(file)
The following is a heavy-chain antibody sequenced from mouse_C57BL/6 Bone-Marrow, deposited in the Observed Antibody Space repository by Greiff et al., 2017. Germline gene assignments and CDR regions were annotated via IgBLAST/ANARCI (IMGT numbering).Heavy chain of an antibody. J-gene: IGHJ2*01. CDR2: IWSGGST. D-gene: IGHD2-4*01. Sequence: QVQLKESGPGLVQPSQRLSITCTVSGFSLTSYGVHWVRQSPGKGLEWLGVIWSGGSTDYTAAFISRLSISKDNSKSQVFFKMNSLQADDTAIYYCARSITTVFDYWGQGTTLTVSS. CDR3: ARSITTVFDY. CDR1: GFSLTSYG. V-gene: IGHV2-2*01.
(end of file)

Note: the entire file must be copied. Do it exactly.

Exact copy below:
The following is a heavy-chain antibody sequenced from mouse_C57BL/6 Bone-Marrow, deposited in the Observed Antibody Space repository by Greiff et al., 2017. Germline gene assignments and CDR regions were annotated via IgBLAST/ANARCI (IMGT numbering).Heavy chain of an antibody. J-gene: IGHJ2*01. CDR2: IWSGGST. D-gene: IGHD2-4*01. Sequence: QVQLKESGPGLVQPSQRLSITCTVSGFSLTSYGVHWVRQSPGKGLEWLGVIWSGGSTDYTAAFISRLSISKDNSKSQVFFKMNSLQADDTAIYYCARSITTVFDYWGQGTTLTVSS. CDR3: ARSITTVFDY. CDR1: GFSLTSYG. V-gene: IGHV2-2*01.